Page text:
Current clashes around the JNF’s work in the Negev cannot be understood outside the historical context of afforestation in Israel and its hidden objective: taking over land. Ever since the country’s inception, afforestation has been used as a way of gaining control of land and securing land reserves for Jewish settlement. A 1987 JNF plan entitled “Afforestation to Preserve State Land” perfectly illustrates this practice.

The term “afforestation” may sound romantic, but, for Israel, it is a term and practice used to mask the appropriation and takeover of lands both inside Israel and in the territories it controls. Minutes of a meeting held by the Settlement Committee in February 1979, chaired by the then Minister of Agriculture Ariel Sharon, candidly described practices used by the state to take over land in the Galilee – mass afforestation and the building of Mitzpim (small Jewish settlements): According to Sharon, these actions were designed to Judaize the Galilee and secure “land reserves for settlement activity for the next 20, 30 or 40 years.”

Why use afforestation? From the government’s perspective, the problem in the Galilee, as in other areas, was that the country did not have enough money for mass settlement and more importantly not enough Jewish citizens were prepared to move to the Galilee and “Judaize it” by building permanent communities.

About a decade later, in January 1987, Dr. Haim Zaban, who headed the Land Development Department of the JNF at the time, sent out a plan entitled “Afforestation to Preserve State Land.” This document also describes the proposed afforestation  of tens of thousands of dunams of land as a tool for securing land reserves – this time in the occupied West Bank. Zaban wrote:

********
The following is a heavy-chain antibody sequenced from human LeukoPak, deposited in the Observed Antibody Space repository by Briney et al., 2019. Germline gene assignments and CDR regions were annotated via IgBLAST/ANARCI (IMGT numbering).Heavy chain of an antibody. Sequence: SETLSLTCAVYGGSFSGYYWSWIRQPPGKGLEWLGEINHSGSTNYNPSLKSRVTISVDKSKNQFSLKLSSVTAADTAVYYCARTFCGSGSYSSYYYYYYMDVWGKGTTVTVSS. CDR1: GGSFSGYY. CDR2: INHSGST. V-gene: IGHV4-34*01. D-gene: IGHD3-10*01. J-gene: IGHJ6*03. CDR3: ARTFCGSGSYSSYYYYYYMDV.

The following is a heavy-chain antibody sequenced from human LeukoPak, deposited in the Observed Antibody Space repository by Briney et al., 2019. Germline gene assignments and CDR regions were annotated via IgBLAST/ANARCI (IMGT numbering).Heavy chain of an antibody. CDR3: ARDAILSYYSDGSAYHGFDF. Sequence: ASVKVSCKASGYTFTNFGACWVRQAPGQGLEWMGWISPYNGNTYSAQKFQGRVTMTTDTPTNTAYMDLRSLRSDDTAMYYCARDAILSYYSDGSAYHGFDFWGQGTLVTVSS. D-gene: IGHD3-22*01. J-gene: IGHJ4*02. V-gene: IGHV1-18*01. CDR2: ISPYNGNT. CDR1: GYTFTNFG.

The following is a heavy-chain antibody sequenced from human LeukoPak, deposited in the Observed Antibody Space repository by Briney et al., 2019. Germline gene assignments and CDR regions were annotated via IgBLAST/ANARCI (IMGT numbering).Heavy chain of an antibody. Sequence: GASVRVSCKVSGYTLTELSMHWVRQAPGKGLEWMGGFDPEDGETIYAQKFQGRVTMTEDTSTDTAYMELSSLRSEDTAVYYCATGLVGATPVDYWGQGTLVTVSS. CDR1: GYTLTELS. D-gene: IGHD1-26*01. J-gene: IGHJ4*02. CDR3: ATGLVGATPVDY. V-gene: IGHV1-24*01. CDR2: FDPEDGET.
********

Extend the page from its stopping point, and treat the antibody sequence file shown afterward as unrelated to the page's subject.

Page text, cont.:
“Only 64% of the area north of Beersheba and up to the Lebanese border, including the Judea and Samaria Area, is held by the People of Israel. Preservation of these territories has receded in recent years. […] There are no chasms in the world of the Lord, and preservation of these territories must be exercised in practice” (emphasis added).

As Zaban noted in the letter addressed to the Director General of the Housing Ministry and other officials, the plan would see the  afforestation of some 30,000 dunams of land in the 1987/8 work year, after many years of reduced afforestation efforts due to limited funding.

Another letter, written that same year by JNF Central District Forestry Manager Nathan Sass, describes another aspect of afforestation as a tool for land appropriation in the Occupied Territories. In a letter to Minister of Housing and Construction David Levy, Sass noted that some of the areas designated as “state land” in the Occupied Territories did not have zoning plans for either present or future use, and therefore, “a masterplan for afforestation has been prepared for areas lacking zoning.” In other words, afforestation was being used as a way of establishing ‘facts on the ground’ and taking over vast areas where no specific plans had been made yet, and no measures had been taken to secure control.


Afforestation Plan for 1987/8,
January 19, 1987

Letter from the JNF Central District Forestry Manager,
June 29, 1987